Tuesday, 2 July 2019

Questions (43)

Stephen Donnelly


43. Deputy Stephen Donnelly asked the Minister for Health the amount by which the HSE budget is overspent as of the end of quarter 2 of 2019; the projection for the full year overspend; the additional spending commitments he has made to date during 2019; his plans to seek a supplementary budget or bring full year healthcare expenditure in on budget; and if he will make a statement on the matter. [28086/19]

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Oral answers (6 contributions) (Question to Health)

My question is about the HSE budget for this year. My understanding is that we have quarter 1 figures showing an overspend. I would like to know how much the overspend is for the first three months of the year and also for the second three months, to the end of June. I imagine the Minister's officials and-or the HSE are projecting out what the full-year overspend is likely to be. What is the projection at this stage? Is the Minister in line with the new director general of the HSE saying that the budget will be brought in or does he foresee himself coming back to the House to seek a supplementary budget later this year?

The management of health services finances is always challenging, as we have seen since the HSE was set up. There is a range of supplementary figures going right back to the start of the HSE that I could put on the record of the House. The indications are that performance so far this year is better than last year and, as the Deputy has acknowledged, significant efforts are under way on the part of the HSE and the new CEO, Paul Reid, to manage available resources effectively. The HSE’s latest income and expenditure position at 30 April 2019 shows a revenue deficit of €116.2 million, which represents 2.3% of the available budget. The main drivers of the deficit are acute hospitals; the primary care reimbursement service, PCRS, in other words, the medical card and demand-led schemes; disability services; and the treatment abroad scheme. Current gross expenditure on the Health Vote, year to date, is 6.8% higher than the same period in 2018. This compares with an overall increase in the Health Estimate compared to the 2018 outturn of 5.8%. This House budgeted for the health service to spend roughly 5.8% more this year than last year and the health service bill is, I think, so far 6.8% more. It is within a percentage point of what this House has budgeted.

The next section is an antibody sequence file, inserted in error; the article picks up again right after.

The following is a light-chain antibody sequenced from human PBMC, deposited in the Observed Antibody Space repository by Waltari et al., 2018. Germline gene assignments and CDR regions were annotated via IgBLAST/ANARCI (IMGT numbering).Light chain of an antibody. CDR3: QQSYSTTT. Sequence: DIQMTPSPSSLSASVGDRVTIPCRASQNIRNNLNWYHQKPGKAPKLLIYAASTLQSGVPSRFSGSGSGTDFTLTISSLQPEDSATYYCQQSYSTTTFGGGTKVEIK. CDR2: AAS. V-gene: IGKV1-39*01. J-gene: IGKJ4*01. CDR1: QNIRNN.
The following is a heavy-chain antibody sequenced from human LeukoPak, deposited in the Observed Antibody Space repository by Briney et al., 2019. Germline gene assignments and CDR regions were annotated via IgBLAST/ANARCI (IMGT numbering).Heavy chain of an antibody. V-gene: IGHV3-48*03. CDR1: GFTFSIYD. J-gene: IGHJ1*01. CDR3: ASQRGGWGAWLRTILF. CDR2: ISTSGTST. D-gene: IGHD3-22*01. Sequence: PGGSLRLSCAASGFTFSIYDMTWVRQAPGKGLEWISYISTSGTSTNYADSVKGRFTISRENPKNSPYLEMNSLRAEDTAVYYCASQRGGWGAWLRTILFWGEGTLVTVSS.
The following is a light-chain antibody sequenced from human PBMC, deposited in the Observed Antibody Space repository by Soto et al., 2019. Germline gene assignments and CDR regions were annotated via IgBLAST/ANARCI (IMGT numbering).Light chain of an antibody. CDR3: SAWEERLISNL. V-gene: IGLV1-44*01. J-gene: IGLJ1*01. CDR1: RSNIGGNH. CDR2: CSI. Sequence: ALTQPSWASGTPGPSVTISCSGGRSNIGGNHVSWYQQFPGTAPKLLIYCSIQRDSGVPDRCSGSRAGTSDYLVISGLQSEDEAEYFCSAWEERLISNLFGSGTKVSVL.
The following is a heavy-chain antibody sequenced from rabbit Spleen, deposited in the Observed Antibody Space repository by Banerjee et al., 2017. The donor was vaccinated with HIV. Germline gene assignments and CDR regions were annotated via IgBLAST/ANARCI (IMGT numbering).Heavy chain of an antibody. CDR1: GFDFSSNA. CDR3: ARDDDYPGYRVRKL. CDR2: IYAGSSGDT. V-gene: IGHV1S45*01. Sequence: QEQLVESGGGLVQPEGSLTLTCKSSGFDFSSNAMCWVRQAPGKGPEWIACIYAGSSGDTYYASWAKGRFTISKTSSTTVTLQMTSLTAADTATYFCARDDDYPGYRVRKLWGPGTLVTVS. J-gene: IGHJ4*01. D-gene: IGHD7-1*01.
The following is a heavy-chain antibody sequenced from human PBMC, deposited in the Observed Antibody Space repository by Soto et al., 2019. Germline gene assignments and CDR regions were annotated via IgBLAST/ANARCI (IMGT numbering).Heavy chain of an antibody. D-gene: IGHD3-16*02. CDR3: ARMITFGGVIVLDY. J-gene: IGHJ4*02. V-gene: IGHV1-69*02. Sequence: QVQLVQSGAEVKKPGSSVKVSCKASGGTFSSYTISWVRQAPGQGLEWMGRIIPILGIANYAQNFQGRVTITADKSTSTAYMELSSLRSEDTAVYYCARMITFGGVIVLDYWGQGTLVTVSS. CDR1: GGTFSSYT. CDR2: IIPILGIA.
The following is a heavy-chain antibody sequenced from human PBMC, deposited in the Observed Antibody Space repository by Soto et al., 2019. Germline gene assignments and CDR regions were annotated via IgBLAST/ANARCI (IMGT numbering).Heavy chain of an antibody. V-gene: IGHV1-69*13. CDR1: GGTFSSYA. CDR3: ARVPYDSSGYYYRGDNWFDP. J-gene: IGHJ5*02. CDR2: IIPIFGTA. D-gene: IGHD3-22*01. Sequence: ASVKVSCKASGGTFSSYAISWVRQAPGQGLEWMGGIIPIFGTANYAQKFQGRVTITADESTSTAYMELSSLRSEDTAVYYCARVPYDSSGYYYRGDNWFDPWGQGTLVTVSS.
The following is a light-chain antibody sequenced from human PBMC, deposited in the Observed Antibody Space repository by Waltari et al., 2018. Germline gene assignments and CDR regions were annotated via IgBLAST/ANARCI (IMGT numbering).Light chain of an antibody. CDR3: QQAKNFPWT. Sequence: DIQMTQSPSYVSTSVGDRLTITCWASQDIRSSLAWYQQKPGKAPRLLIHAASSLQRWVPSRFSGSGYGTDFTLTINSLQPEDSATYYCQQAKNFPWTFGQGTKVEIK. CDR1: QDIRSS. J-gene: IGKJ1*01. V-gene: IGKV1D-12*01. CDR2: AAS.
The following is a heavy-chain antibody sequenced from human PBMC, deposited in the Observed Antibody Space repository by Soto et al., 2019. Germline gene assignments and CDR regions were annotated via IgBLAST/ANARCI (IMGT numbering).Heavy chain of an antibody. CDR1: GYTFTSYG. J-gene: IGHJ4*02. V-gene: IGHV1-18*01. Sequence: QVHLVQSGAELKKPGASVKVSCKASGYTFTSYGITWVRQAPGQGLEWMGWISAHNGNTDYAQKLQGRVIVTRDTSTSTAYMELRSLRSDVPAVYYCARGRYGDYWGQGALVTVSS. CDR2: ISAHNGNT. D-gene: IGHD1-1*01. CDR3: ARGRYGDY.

Encouragingly and importantly, significant savings are profiled later in the year in line with the targets set out in the national service plan.

I have heard this misrepresented on many occasions in recent weeks. When the service plan was being drawn up, the HSE was asked - and instructed - as is the norm in most health services, including the UK's NHS, to put a saving's plan in place. On the basis of current trends, however, there would still be a significant challenge. This is a matter of concern for the Government. My Department is working with the HSE to continue to obtain further clarity on the projected year-end position and to mitigate the deficit insofar as is possible. We are working closely with the Department of Public Expenditure and Reform. I do not yet have a projected year-end figure. I support Mr. Paul Reid, the new CEO of the executive, in his calls for people to live within their budgets and to come in on budget. I will share any further information with Deputy Donnelly when I have it.

I have emphasised to the HSE and its new board the need to address health spending urgently by means of the following measures: steps to ensure compliance with the staffing limits for 2019 - in other words, to hire more but only within budget; a reporting and monitoring structure around agreed savings targets in the national service plan, with responsible managers providing a monthly report; and a mid-year review of the HSE's performance on savings and staffing limits. In addition, the establishment on Friday last of a new HSE board governance structure with strong competencies across key areas will further contribute to strengthening the oversight and performance of the HSE pending its further reorganisation.

If I heard him correctly, the Minister gave a figure of €116 million for the period to the end of April. Does he have a figure for the period to the end of June? This would be the overspend to the end of quarter 1. If he does not have that figure, perhaps the Minister will indicate when he will have it. Has the Minister requested a projection to the end of the year? Given the enormous overruns during the past years and in light of the fact that we are overspending again - by more than €100 million for the first four months of the year - it would seem prudent to request a forecast for the potential overrun. There is no contingency in the budget, which seems to be a mistake in the context of allocating resources for healthcare.